* This week I struggled with the beginning of the junior novel. On the train I wrote opening lines, scenes, dialogue. They clunked, or were brittle. The words didn’t go together. Nothing worked.
Eventually, demoralised by my scrappy notes, I stopped struggling. And then, as you might guess, it came. A beginning. Maybe not the beginning, but a beginning I can work with. For me, having a workable beginning is like a composer deciding on a key signature. If you pick the wrong one, it’s never going to sound right. Like using a minor scale to write a happy song.
* I did two whole-day workshops this week with the Youth Literature Days run by the fabulous Fremantle Children’s Literature Centre. I love doing these workshops, although somehow discussion of the battles of writing doesn’t come about – maybe because for most of these kids, they’re so full of words, images and snap, crackle and pop that struggle is a way off. But the students did great work, concentrated work. I so wish they’d had programs like this when I was 14, 15. 16 – the luxury of guided writing, the value of hearing what your peers have done, knowing there are others like you out there.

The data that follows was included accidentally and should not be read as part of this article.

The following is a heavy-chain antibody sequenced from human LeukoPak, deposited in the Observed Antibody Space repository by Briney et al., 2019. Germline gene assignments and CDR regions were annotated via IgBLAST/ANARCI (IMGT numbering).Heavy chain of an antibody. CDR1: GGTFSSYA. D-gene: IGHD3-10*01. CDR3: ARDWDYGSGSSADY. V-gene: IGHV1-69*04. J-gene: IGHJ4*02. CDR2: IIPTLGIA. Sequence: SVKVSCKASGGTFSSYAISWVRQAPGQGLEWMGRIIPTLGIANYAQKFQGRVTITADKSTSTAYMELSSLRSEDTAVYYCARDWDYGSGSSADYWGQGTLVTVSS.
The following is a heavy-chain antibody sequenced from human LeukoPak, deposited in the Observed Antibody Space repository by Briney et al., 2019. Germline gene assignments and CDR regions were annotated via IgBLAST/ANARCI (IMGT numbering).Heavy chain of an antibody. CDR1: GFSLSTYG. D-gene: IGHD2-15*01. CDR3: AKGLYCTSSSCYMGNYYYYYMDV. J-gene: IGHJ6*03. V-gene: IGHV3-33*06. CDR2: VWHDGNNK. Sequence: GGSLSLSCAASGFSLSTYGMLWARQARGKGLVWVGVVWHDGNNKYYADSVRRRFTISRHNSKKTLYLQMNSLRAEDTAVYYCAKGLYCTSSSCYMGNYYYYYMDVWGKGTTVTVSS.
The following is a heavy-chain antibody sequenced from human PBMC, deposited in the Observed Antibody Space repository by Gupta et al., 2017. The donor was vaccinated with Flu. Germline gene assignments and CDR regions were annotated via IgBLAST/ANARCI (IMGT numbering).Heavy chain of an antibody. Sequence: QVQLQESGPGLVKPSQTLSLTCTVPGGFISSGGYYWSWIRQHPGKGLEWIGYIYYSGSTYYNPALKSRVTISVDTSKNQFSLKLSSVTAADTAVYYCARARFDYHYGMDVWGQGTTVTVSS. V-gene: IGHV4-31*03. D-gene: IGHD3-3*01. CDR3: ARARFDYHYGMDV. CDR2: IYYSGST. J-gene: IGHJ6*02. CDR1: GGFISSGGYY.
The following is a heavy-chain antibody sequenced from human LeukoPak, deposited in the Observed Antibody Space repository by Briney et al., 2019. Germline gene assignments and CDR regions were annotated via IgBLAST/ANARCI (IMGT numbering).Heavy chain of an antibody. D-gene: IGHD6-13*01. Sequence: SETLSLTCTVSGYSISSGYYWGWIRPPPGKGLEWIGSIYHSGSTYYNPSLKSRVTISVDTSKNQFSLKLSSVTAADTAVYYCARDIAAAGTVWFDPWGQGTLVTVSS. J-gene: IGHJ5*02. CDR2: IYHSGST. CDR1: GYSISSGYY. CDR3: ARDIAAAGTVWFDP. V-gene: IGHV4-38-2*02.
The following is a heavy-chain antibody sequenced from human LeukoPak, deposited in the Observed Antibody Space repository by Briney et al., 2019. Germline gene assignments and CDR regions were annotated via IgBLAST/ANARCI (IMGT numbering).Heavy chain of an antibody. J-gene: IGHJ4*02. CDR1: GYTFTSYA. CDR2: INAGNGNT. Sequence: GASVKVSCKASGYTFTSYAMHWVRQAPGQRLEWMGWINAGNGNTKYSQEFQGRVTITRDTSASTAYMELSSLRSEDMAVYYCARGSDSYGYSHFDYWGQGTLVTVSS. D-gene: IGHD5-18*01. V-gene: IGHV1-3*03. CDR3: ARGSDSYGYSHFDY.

* At the end of the last Youth Literature Day, a girl came up to me. She told me about her friend, who had had a terrible home life, had really struggled with some serious, serious problems. ‘Your book Skating the Edge was the only thing that stopped her from killing herself,’ she said. ‘My friend just wanted you to know.’
* My old touring buddy Bill Condon was one of the winners of the Premier’s Literary Awards (on which subject, you really must read this). Really and honestly, it couldn’t have happened to a nicer bloke. Bill is one of those people who has just been getting on with writing gritty, real, funny books for teenagers without fanfare. Excellent stuff all round.